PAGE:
In another case, consider a school purchasing Microsoft Surface Laptops for their staff. Only 20% of the end-users need to have the full training on the hardware and software in order to fuel the future deployment.

The optics of 100% are not really fair when the majority of the 100% are not actually gaining the information and skills need for mastery. In education there is always pressure on students to reach mastery. That same expectation should be placed on everyone, and embedded in every initiative. Organizations working towards a good introduction, are not working towards their full potential.

Words to Actions

Randomly selecting 20% of a group to master a new PD initiative is a mistake. That would only work if the entire group were known equals. New and existing staff should be surveyed to identify their current knowledge and aptitude. Identifying aptitude is essential. New initiatives tend to have a limited experienced population within the organization; but aptitude is around every corner.

Years ago I took the 80/20 approach when switching a very large campus to Apple. I made certain all required hardware and software was available for 20% of the staff before summer. I selected the staff based-on their current familiarity with Apple and their ability to work with their colleagues.

The switch went very well, and after about three weeks the technology support issues declined by 75% from the previous year. The switch to Apple while following a 80/20 implementation plan reduced the non-Apple issues as well as the issues with the new hardware.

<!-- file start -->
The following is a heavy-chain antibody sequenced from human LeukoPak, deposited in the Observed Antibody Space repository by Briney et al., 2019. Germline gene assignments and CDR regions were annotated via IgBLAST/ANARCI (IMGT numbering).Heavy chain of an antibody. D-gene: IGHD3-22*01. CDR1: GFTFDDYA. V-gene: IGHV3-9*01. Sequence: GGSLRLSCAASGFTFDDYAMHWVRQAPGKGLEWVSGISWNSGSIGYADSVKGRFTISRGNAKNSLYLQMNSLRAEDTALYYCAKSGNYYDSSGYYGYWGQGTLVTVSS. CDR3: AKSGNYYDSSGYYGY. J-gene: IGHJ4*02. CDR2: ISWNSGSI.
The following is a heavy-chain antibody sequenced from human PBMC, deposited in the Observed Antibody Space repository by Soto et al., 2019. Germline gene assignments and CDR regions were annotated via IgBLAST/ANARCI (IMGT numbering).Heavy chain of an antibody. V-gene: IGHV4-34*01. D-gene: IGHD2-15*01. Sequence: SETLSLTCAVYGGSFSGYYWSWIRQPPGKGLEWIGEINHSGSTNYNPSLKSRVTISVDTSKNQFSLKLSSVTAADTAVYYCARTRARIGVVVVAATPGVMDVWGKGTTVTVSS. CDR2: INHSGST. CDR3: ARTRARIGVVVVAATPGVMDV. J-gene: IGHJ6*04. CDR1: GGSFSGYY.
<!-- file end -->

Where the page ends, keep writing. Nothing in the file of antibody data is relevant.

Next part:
Recently, using an 80/20 plan, I sent a core group of people for training on a new school information system. Those people were tasked at training, and evangelism, within a hostile environment.

Knowing the system was actually in competition with other plans, a final meeting was held to determine if the school would continue with the new information system. The option was on the table to remove the new and bring back the old. The old was rejected. I do not believe this would have been possible without the core 80/20 group.

Keep in mind during each of these difficult transitional experiences the remaining 80% were not always happy. They new change had arrived, they were being delayed access at different stages, and they were not being trained or equipment immediately. This was noise. And noise should never dictate a plan or process.

The optics of 80/20 do not look as “nice” compared to working with 100%. However, the outcomes will be fair, balanced, and better. Most importantly, those suffering in silence will have a smaller more agile group for support.

Take a chance. Make a change. Go for 80/20.

More 80/20 Resources